The Only Book Worth Writing

It has been a season of activity. I have a few articles that have been placed in recent months (view “Being and Belonging in the West” and “Recover, Redeem, Rejoice, Repeat” here; the third piece is available in a new anthology titled Red Rock Testimony). I have two further articles in the works. Our arborist business is going full tilt, and I’ve been grateful to return to work with my husband on occasion. We’re a good team. There is the garden to tend, the chickens to feed, and our daughter races through it all with an ever-expanding mind and heart. We’ve managed to mix in a few family wilderness adventures, too, including a river trip and an alpine backpacking weekend. I’m also planning a series of women’s retreats – collaborating with a friend – slated to begin this summer. More information will be forthcoming on this site and at Murmuration.

Summer is a season of abundance, and that is especially true this year.

But what about the Mike Miksche book? Where is that amidst all this activity and bounty?

That’s a good question.

JFK 1963

JFK sketch by Mike Miksche

For a year now, I’ve had the most amazing of research assistants. I can say in all honesty that she knows the material better than I do. Her generosity has irrevocably altered the focus of this project – and the focus upon it in my life. I am forever grateful. Thanks to her efforts, I’ve been more passionate about Miksche’s life than ever before, more immersed in his existence, more enthralled with his path. Late this winter, I knew it was time finally weave all the details together and lend form to a life long ago faded from memory.

I went away on a writing retreat. I quickly knocked out 10,000 words. I was on top of the world. Then I got stuck. And then, even worse, I realized that all that I’d written was writing down the wrong track. My compass bearing was off, and I’d wandered off into a dark wood.

So, I started over. And I started over again. Each approach was not quite the right one. I’m still writing my way to the right one. Every day. Again and again.

Wind-up Man and Woman

Artwork by Mike Miksche

I share this as an act of vulnerability. I share this as a testament to what really goes into a book. Yes, there are the words, there is the creativity, the vision, the passion. But behind the poetry, there is often soul-searching. There is often gnashing of teeth, tearing of hair, flailing of thought and heart. There is often quiet despair. The solitary stillness of doubt.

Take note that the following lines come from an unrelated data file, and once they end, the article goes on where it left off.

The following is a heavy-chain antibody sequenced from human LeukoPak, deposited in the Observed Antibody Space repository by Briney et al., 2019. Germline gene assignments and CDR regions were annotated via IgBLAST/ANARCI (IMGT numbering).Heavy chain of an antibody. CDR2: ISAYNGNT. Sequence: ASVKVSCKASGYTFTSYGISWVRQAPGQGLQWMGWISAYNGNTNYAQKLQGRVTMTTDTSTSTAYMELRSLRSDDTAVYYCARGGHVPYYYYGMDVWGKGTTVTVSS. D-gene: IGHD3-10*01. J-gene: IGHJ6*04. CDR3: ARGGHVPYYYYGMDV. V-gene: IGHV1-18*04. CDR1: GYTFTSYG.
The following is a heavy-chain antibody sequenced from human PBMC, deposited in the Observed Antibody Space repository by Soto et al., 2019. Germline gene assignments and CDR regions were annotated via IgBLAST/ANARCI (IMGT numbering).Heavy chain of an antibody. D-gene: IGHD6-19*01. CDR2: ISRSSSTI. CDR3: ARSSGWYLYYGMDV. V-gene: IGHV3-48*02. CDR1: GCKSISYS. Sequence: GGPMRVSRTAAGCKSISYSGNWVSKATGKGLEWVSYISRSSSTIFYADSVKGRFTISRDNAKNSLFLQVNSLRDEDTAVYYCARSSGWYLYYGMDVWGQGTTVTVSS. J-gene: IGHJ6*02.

I have great doubts about my ability to write this book.

Who am I to believe that I can write about what it is to be gay, to have gone to war, to struggle with alcoholism and an unruly mind? To write about Manhattan, life at midcentury, the advertising and art worlds? Who am I to believe that I can come to know – not just understand, but know – any of this? How can I possibly inhabit this man’s world? How can I speak of it convincingly and, more importantly, truthfully?

Yet, I continue to come back to the words of the great thinker and writer Hélène Cixous: “The only book that is worth writing is the one we don’t have the courage or strength to write. The book that hurts us (we who are writing), that makes us tremble, redden, bleed.”

That is this book. Hands down.

I am still in the dark wood, but I am also still so alive for this story, willing to walk as many miles as it takes to find the the path – the words – to telling Mike Miksche’s story. Not a day goes by without this project being in my awareness, without my great-uncle filling my thoughts, without my heart straining for the kind of knowing necessary to truly speak his life.

Amidst doubt, the research continues. I am grateful to so many for their help: Gayle Rubin, Catherine Johnson-Roehr, Scott Bartlett, John Connolly, Jakob VanLammeren, Robert Mainardi and Trent Dunphy, Noah Barth, Michael Schreiber, and many others. And big, big thanks to Jessica Campbell for her role as Researcher Extraordinaire.

However, I’m interested in more stories, more glimpses into Mike Miksche’s life. Did you know him? Do you have stories about him? Artwork by him? Did he touch your life in any way? If so, please contact me through this website.

This story will be told. I will tremble. I will bleed. But it will happen.


One thought on “The Only Book Worth Writing

  1. You may struggle thinking you need to know what it was to live his life but I think telling the story is enough. No one can write about anyone’s life in that way as each of us is different. Even if you share some of the things he went through it would be totally from your eyes and heart. His life was probably difficult for the time period he lived and yet there is always conflict and problems to confront us. Tell us his story Jen, for the reasons it has been so important to you.

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